XYZ...11:50am price = 33.80
    XYZ...12:00am price = 33.90
    XYZ...12:10am price = 34.00

    As you can see, the low for this stock today so far is 33.40 at 11:20am.

    Now, in order to invoke your "buy traling stop" what is your condition? I imagine the stock has to go up a bit, right?

    My question to you is HOW MUCH UP? Or do you have some particular technique to define what the trailing stop should be?
    What does the price need to do? If you give a vague answer, I can't help you and neither can anybody else!

    I've got several of these types of buy trailing stops that I use. It is nothing new. They're also easily modified. But you need to be more precise in the logic in order to write it.

    For example here's an intraday percent-based trailing system which uses the logic you're after in percent terms to get in and out.

    This is for ts2000i
    I think ts8.0 may be *slightly* different. It buys on a x% up trailing stop and sells on a x% down trailing stop. But again, the logic is clear. Go ahead and apply it to some chart and see if it's remotely close to what you're looking for.

    PS, I just notice this editor does not let some of the characters be written like in easylanguage. I'll try to attach a word document then.
  9. ok, here's the percent up n down easylanguage code which may be of use for trailing stop entry/exits.
  10. Norm


    Hi risktaker,

    Thanks for your patience!

    The trailing buy would be initiated by a setup. It doesn't really matter what the setup is. When a predefined pattern is recognized, the the trailing stop buy will execute.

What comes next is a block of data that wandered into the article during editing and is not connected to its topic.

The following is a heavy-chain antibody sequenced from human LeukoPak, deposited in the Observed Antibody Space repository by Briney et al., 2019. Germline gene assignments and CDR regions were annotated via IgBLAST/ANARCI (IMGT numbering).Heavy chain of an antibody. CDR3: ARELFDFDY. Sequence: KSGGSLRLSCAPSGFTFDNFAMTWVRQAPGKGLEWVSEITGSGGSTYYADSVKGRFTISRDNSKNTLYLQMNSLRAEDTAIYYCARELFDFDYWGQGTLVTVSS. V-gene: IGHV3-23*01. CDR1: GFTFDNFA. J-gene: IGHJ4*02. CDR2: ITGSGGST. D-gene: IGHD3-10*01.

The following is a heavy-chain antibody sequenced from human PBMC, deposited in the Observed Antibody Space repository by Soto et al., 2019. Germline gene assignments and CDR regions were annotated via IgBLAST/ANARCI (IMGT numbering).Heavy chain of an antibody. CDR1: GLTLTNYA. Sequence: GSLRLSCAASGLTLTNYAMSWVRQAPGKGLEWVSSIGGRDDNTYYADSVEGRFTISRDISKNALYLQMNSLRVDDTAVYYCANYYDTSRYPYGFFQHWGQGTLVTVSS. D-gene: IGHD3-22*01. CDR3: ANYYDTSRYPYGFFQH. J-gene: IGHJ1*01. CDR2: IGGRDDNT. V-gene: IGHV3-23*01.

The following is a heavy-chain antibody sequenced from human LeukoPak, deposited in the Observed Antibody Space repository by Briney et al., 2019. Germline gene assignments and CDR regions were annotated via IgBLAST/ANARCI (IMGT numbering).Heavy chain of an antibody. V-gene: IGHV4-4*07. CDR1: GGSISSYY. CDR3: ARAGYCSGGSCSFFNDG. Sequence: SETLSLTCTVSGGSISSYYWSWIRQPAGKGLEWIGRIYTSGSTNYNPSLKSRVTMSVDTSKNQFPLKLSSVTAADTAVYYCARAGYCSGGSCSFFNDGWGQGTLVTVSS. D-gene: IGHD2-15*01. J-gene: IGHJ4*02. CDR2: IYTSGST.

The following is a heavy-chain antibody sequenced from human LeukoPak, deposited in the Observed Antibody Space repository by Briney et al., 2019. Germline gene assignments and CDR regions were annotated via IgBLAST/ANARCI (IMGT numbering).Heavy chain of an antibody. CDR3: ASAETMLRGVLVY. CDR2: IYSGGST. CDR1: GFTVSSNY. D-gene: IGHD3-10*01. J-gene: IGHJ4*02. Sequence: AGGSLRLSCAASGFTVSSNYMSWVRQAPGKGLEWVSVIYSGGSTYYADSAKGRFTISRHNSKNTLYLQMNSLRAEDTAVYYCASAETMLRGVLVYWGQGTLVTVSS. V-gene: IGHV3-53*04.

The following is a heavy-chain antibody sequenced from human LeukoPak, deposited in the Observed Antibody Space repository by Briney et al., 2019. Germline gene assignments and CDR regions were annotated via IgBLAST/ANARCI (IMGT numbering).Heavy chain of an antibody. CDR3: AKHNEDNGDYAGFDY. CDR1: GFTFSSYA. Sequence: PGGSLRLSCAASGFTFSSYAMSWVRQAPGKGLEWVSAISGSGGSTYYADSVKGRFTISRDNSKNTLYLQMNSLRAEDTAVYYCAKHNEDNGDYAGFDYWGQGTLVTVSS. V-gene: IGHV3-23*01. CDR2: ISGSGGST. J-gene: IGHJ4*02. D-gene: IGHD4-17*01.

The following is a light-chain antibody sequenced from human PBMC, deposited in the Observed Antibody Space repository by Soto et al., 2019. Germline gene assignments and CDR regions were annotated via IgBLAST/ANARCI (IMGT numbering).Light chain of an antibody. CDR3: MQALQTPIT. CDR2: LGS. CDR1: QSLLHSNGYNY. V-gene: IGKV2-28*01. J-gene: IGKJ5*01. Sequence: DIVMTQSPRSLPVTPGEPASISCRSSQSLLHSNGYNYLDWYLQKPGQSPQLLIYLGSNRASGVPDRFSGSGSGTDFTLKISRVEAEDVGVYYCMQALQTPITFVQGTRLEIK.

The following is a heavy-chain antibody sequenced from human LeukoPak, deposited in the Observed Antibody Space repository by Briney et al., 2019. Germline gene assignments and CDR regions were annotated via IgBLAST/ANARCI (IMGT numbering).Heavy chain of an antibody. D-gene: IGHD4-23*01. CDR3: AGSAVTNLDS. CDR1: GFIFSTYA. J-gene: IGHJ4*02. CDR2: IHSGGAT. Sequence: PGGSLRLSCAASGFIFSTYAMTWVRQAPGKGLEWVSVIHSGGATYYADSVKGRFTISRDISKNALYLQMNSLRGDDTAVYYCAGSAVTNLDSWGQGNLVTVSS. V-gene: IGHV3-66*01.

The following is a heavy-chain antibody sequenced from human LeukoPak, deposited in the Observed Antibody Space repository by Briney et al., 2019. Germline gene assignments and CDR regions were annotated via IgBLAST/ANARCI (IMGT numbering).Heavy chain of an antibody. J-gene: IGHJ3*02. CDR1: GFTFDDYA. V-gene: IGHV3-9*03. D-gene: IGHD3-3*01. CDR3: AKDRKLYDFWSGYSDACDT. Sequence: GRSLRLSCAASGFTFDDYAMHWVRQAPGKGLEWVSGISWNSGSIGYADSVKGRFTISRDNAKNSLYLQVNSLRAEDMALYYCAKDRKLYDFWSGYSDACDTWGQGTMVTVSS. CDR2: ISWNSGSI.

That is, I am not looking to code the specific condition that invokes the trailing stop buy. Rather, I am looking for the specific code that follows the stock down after the trailing stop is invoked and then issues a market order after the stop is met with an upturn.

    How much up is not important. That would be an input to the system that could be optimized with backtesting.

    It is the code that actually follows the stock then then performs the buy that I am interested in.

    So, a setup occurs. Say, it is a shorter term average crossing under a longer term average. The assumption (or hope) here is that the price is declining and I can pick up a bargain. I appreciate that this has its own risks, but I have been successful at practicing such methods manually.

    Then the crossover could trigger the the trailing stop buy. I don't want to buy right away, because there is some likelihood that the stock will continue to decline. So, the trailing stop follows the stock downward until there is a pre-define upturn (such as .25 point entered into the strategy as an input ).

    Once the .25 point upturn occurs, then a market buy order is entered by the trailing stop buy.

    Thanks again. I appreciate the time that you have put into responding to my posts.

    #10     Dec 21, 2005